As China extends its economic and political reach with the One Belt One Road Initiative (OBOR), Taiwan has kept a low profile. While other states have established varying manners of addressing the OBOR, the Government of Taiwan has been unable to arrive at a clear consensus on a proper approach to the OBOR. There are several reasons for this indecision, including is conflict between China and Taiwan regarding the Asian Infrastructure Investment Bank (AIIB), the current economic condition of Taiwan, and political disputes fueled by internal polarized opinions centered around Cross-Strait relations.
AIIB membership dispute
The connection between the Asian Infrastructure Investment Bank (AIIB) — with its strong influence on the OBOR — and the latest presidential and ruling party change in Taiwan is important to note. Former President Ma Ying-jeou of Taiwan expressed a strong desire to join the AIIB in March 2015. This resulted in the country applying for AIIB membership as “Chinese Taipei” (official name was never disclosed but is speculated). Two complications soon emerged that fueled Taiwan’s hesitancy to make any official statement on the OBOR. The AIIB rejected “Chinese Taipei’s” application, and Tsai Ing-Wen was sworn in as the new president of Taiwan.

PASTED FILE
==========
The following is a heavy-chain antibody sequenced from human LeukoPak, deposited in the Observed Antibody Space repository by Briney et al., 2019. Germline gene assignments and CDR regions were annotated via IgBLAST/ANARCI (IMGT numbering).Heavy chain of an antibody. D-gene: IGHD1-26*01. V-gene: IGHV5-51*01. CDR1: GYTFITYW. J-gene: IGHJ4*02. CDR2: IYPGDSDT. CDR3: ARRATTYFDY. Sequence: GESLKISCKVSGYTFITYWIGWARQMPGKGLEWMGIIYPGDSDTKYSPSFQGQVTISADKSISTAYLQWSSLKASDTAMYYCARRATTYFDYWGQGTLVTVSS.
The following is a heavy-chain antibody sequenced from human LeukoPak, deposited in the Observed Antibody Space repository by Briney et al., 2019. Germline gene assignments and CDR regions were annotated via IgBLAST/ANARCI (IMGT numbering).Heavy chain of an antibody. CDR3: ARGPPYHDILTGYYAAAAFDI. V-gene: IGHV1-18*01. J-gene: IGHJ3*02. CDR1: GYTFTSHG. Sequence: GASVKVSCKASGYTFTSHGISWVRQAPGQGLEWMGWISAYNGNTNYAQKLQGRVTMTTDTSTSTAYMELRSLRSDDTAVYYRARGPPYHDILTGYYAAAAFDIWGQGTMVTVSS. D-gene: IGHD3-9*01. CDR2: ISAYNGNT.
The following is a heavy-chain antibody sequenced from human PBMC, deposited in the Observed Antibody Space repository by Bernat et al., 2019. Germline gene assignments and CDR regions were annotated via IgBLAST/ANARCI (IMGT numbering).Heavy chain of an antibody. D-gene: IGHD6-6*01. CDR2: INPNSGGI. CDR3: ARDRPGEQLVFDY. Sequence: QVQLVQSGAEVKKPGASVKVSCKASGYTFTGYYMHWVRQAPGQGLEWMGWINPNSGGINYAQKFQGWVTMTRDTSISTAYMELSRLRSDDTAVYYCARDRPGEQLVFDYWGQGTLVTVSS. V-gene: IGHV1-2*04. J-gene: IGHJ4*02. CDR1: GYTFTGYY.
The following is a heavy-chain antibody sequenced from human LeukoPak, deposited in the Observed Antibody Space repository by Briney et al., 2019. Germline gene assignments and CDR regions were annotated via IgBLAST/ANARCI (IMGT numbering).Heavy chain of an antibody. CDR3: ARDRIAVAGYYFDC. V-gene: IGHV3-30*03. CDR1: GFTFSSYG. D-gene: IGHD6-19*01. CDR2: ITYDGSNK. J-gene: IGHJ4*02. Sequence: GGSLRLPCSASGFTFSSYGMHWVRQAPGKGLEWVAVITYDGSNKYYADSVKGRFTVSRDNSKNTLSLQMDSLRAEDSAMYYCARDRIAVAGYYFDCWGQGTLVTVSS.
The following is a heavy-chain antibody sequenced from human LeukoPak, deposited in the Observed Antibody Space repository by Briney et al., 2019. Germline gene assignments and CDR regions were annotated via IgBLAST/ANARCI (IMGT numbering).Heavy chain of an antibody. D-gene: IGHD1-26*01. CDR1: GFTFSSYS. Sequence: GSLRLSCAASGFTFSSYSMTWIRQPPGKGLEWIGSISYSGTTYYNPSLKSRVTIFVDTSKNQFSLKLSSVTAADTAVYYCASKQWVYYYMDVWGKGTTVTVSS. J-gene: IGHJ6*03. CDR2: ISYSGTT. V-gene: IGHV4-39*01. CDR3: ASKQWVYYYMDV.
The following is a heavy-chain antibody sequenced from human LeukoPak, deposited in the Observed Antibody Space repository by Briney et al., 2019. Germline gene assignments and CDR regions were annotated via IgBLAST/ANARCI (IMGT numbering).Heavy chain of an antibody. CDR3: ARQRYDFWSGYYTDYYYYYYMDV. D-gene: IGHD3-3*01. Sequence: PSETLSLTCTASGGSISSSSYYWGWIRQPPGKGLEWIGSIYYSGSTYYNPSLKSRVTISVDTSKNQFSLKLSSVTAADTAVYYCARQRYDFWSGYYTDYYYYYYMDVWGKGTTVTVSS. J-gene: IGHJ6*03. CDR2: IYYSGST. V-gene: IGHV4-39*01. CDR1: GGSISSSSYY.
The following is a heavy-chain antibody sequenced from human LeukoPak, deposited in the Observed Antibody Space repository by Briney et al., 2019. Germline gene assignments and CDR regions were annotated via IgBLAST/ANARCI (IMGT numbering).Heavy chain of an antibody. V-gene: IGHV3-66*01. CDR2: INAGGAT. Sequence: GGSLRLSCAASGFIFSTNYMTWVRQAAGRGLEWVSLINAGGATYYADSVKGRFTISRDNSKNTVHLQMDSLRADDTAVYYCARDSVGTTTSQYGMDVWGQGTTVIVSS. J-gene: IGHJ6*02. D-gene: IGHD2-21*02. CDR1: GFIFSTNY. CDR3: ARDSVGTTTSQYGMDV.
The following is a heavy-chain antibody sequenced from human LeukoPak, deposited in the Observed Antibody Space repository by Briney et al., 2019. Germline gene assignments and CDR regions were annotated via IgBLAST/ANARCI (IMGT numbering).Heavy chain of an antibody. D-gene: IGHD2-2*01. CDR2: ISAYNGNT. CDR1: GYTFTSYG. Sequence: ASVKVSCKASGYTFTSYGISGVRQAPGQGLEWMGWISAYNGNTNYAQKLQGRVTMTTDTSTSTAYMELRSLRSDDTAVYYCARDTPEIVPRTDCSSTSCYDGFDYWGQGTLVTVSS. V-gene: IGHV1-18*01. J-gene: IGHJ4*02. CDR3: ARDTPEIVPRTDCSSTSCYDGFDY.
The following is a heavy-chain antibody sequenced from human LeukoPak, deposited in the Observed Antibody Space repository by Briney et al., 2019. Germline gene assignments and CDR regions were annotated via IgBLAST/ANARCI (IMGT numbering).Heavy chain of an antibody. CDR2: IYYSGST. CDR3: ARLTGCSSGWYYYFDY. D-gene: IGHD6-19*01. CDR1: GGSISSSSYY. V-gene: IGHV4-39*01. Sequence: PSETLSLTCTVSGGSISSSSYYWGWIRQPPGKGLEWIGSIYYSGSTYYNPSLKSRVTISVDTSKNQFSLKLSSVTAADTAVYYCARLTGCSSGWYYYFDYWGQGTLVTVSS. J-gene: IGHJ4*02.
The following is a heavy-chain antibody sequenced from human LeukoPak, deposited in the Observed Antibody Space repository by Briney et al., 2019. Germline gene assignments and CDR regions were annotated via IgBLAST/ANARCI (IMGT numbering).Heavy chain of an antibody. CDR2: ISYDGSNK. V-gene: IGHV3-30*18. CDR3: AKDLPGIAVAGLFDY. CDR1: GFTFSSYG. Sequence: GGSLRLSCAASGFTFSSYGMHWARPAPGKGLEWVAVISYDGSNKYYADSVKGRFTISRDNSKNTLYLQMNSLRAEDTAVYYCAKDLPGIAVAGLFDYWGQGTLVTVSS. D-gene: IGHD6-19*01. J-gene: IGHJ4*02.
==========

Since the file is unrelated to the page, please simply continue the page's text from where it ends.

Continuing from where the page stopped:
As reported by CNBC in 2015, China’s State Council Taiwan Affairs Office rejected Taiwan’s application to become a founding member of the AIIB because of Taiwan’s name choice, but future membership is welcome if applied “under an appropriate name.” This boils down to the Cross-Strait conflict between Taiwan and China. This conflict is reflected in the approach the former and current presidents have taken to resolve Taiwan’s economic concerns. Former President Ma aimed to strengthen ties with China during his presidency and current President Tsai is intent on diminishing Taiwan’s economic dependency on China. As shown, China plays a significant role in shaping Taiwan’s economic policies.
Taiwan’s economic woes
Despite rejection from the AIIB, Taiwan’s persisting economic problems forces Taiwanese politicians to still consider the OBOR as an option of economic support. In the recent years, Taiwan struggled to adapt to the changing economic landscape. The country went through a huge economic boom between the 1950s and the 1990s, also known as the Taiwan Miracle, yet it has been speculated that this ‘miracle’ might never occur again.